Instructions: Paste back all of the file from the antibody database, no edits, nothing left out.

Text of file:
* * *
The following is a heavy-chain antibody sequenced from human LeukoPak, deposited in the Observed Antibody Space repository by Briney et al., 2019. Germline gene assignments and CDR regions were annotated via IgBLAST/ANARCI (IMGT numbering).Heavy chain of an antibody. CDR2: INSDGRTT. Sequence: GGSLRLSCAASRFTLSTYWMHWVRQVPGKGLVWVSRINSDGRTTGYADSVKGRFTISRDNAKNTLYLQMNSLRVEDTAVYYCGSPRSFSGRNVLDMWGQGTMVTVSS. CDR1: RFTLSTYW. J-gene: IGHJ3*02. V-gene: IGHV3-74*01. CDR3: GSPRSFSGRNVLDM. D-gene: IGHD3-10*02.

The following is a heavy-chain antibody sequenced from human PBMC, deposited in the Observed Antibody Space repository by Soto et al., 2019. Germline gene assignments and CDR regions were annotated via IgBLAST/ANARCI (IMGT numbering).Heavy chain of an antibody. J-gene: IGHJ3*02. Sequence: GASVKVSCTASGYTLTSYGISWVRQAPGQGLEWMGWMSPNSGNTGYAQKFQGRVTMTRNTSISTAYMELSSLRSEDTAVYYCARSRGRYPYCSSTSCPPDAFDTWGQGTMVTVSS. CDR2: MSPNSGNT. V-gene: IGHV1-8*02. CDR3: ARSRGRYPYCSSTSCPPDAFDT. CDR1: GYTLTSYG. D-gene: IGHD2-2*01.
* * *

The following is a heavy-chain antibody sequenced from human LeukoPak, deposited in the Observed Antibody Space repository by Briney et al., 2019. Germline gene assignments and CDR regions were annotated via IgBLAST/ANARCI (IMGT numbering).Heavy chain of an antibody. CDR2: INSDGRTT. Sequence: GGSLRLSCAASRFTLSTYWMHWVRQVPGKGLVWVSRINSDGRTTGYADSVKGRFTISRDNAKNTLYLQMNSLRVEDTAVYYCGSPRSFSGRNVLDMWGQGTMVTVSS. CDR1: RFTLSTYW. J-gene: IGHJ3*02. V-gene: IGHV3-74*01. CDR3: GSPRSFSGRNVLDM. D-gene: IGHD3-10*02.

The following is a heavy-chain antibody sequenced from human PBMC, deposited in the Observed Antibody Space repository by Soto et al., 2019. Germline gene assignments and CDR regions were annotated via IgBLAST/ANARCI (IMGT numbering).Heavy chain of an antibody. J-gene: IGHJ3*02. Sequence: GASVKVSCTASGYTLTSYGISWVRQAPGQGLEWMGWMSPNSGNTGYAQKFQGRVTMTRNTSISTAYMELSSLRSEDTAVYYCARSRGRYPYCSSTSCPPDAFDTWGQGTMVTVSS. CDR2: MSPNSGNT. V-gene: IGHV1-8*02. CDR3: ARSRGRYPYCSSTSCPPDAFDT. CDR1: GYTLTSYG. D-gene: IGHD2-2*01.